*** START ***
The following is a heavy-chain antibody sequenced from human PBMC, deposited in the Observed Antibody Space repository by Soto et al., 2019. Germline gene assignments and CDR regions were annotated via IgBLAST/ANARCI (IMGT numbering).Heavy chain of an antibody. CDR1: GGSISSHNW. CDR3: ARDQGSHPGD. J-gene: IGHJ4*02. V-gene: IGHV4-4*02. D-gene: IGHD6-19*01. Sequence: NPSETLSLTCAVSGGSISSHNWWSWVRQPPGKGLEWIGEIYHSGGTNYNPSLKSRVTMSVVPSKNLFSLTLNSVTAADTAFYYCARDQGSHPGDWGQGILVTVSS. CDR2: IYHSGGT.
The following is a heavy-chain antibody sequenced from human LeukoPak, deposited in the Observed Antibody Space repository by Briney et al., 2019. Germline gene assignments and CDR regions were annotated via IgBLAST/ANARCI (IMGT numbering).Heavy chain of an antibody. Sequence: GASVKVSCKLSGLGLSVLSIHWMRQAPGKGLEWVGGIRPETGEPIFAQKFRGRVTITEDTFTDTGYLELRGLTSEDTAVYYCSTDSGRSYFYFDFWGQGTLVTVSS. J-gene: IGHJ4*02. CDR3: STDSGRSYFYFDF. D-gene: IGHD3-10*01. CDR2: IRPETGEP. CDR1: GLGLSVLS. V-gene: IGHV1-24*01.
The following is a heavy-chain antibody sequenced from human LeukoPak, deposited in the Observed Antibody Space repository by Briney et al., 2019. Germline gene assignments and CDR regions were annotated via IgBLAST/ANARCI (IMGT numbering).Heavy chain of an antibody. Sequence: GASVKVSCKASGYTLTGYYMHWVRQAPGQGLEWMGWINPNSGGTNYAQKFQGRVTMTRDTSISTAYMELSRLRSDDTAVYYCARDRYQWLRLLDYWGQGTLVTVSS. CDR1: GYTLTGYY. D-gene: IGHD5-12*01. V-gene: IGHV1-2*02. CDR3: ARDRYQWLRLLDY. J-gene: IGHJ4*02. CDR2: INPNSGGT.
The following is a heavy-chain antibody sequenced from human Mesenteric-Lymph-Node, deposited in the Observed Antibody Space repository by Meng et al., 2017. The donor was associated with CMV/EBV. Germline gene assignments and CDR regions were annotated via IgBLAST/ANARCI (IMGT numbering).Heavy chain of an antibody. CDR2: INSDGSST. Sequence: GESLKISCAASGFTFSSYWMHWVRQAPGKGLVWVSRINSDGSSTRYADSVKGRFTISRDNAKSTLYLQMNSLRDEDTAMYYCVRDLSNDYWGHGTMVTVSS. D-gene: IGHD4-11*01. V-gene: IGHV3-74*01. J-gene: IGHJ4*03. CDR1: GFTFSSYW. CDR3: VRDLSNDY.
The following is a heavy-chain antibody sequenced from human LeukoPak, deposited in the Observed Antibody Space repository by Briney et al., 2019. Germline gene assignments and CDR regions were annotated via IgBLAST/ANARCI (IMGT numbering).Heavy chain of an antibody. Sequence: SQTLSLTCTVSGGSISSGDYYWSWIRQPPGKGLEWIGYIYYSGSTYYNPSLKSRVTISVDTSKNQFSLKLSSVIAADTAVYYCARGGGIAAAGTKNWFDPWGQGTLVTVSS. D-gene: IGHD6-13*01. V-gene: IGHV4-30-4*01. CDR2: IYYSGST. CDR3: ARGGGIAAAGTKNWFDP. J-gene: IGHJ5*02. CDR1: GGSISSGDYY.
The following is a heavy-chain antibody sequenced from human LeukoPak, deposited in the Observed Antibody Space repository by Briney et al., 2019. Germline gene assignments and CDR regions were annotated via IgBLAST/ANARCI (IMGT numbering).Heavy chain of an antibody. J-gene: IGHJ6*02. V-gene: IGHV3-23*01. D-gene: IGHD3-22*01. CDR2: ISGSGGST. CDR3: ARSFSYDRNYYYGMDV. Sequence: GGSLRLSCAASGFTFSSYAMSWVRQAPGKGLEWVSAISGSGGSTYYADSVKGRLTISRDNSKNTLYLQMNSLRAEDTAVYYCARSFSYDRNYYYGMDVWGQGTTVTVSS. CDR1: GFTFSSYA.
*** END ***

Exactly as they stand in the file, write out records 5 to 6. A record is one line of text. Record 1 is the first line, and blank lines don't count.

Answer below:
The following is a heavy-chain antibody sequenced from human LeukoPak, deposited in the Observed Antibody Space repository by Briney et al., 2019. Germline gene assignments and CDR regions were annotated via IgBLAST/ANARCI (IMGT numbering).Heavy chain of an antibody. Sequence: SQTLSLTCTVSGGSISSGDYYWSWIRQPPGKGLEWIGYIYYSGSTYYNPSLKSRVTISVDTSKNQFSLKLSSVIAADTAVYYCARGGGIAAAGTKNWFDPWGQGTLVTVSS. D-gene: IGHD6-13*01. V-gene: IGHV4-30-4*01. CDR2: IYYSGST. CDR3: ARGGGIAAAGTKNWFDP. J-gene: IGHJ5*02. CDR1: GGSISSGDYY.
The following is a heavy-chain antibody sequenced from human LeukoPak, deposited in the Observed Antibody Space repository by Briney et al., 2019. Germline gene assignments and CDR regions were annotated via IgBLAST/ANARCI (IMGT numbering).Heavy chain of an antibody. J-gene: IGHJ6*02. V-gene: IGHV3-23*01. D-gene: IGHD3-22*01. CDR2: ISGSGGST. CDR3: ARSFSYDRNYYYGMDV. Sequence: GGSLRLSCAASGFTFSSYAMSWVRQAPGKGLEWVSAISGSGGSTYYADSVKGRLTISRDNSKNTLYLQMNSLRAEDTAVYYCARSFSYDRNYYYGMDVWGQGTTVTVSS. CDR1: GFTFSSYA.